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JRSBRT 7.2, p. 169-172


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Gamma Knife radiosurgery associated worsening of superficial siderosis due to a foramen magnum tumor — A case report
Nasser Mohammed, Adomas Bunevicius, Eluvathingal Muttikkal Thomas, Jason Druzgal and Jason P. Sheehan

Superficial siderosis (SS) of the brain results from a chronic iron toxicity due to repeated microscopic leakage of blood products into the subarachnoid space. We report on Gamma Knife Radiosurgery (GKRS) associated worsening of superficial siderosis in a patient with skull-base tumor. A 73 year-old male patient presented with clumsiness and gait ataxia and was diagnosed with foramen magnum meningioma. He was also noted to have superficial siderosis involving the mainly the infratentorial compartment. After a thorough evaluation of craniospinal axis, no other cause of bleeding was identified. Patient was treated with the GKRS. After GKRS, there was an initial radiological and clinical worsening of SS starting at 6 months and peaking at 2 years. The disease stabilized and showed mild reduction at 3 years. GKRS lead to an initial progression of superficial siderosis. However, over a longer period, tumor control and improvement of the siderosis was observed.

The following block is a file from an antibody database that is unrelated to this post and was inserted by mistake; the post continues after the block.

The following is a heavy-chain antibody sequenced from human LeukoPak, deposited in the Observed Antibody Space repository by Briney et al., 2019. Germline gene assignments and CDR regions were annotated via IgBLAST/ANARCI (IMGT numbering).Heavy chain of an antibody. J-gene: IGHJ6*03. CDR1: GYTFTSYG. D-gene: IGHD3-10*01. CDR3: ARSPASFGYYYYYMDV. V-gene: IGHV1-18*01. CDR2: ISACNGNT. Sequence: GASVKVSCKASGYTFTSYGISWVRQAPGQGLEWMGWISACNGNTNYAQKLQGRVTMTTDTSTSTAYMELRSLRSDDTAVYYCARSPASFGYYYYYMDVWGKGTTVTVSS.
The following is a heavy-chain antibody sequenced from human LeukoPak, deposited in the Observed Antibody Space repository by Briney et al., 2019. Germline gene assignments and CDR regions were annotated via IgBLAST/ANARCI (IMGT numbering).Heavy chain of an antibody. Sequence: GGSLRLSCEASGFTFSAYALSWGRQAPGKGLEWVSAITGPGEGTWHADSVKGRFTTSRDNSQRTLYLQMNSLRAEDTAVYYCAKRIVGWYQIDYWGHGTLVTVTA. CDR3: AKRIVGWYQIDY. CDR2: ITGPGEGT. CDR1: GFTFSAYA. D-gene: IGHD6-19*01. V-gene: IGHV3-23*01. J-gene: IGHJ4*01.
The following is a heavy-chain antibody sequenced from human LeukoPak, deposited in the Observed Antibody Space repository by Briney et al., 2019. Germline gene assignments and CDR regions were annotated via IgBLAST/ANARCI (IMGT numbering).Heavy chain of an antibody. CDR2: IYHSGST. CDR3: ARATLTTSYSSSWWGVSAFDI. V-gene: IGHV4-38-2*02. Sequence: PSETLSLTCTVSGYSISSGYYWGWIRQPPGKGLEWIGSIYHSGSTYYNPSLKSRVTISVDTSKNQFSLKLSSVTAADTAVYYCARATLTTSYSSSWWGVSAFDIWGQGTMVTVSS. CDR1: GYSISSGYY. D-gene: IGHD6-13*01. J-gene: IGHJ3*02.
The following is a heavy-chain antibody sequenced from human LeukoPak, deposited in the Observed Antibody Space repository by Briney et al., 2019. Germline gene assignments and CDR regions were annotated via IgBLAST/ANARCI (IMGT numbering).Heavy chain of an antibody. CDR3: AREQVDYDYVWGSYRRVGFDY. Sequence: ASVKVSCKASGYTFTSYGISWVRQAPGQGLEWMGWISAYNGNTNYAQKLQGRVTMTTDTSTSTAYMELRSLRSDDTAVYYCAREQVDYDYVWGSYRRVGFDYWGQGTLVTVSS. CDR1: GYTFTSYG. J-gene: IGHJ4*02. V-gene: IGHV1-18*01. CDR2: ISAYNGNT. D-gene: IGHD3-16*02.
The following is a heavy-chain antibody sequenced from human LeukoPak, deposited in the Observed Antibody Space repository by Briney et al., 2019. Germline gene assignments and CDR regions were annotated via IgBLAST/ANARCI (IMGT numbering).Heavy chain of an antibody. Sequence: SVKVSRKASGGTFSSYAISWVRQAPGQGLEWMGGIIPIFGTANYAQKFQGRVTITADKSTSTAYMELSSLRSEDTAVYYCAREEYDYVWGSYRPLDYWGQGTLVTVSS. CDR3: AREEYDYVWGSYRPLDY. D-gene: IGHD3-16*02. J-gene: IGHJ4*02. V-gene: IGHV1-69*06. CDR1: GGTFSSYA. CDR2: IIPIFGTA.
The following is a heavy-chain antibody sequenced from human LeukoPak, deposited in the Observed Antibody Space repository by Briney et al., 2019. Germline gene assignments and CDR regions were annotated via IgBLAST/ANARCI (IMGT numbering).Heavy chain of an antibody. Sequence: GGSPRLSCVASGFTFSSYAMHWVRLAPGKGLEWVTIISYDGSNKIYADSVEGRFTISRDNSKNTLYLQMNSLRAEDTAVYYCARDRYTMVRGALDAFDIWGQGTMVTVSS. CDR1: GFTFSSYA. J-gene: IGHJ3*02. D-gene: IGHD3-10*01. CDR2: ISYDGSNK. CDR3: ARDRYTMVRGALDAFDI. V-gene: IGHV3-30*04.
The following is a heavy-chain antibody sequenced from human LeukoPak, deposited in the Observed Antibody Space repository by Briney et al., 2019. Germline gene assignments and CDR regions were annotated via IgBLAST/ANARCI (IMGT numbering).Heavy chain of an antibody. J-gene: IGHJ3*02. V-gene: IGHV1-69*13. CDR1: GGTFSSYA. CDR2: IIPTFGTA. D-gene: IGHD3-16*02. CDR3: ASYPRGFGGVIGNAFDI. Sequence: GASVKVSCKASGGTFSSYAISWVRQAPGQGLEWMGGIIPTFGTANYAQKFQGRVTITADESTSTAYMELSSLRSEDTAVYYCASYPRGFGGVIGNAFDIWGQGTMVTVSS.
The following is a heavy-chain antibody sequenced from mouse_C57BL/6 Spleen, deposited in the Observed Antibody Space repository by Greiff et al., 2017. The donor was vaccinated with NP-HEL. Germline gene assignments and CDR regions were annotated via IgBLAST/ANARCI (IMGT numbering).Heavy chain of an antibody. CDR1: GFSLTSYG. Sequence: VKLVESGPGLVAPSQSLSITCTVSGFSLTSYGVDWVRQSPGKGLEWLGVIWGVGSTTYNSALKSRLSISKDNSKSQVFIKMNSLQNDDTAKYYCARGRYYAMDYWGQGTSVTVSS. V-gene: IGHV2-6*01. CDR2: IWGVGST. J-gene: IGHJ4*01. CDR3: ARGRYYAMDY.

Keywords: Superficial siderosis, tumor, meningioma, Gamma Knife radiosurgery, stereotactic radiosurgery

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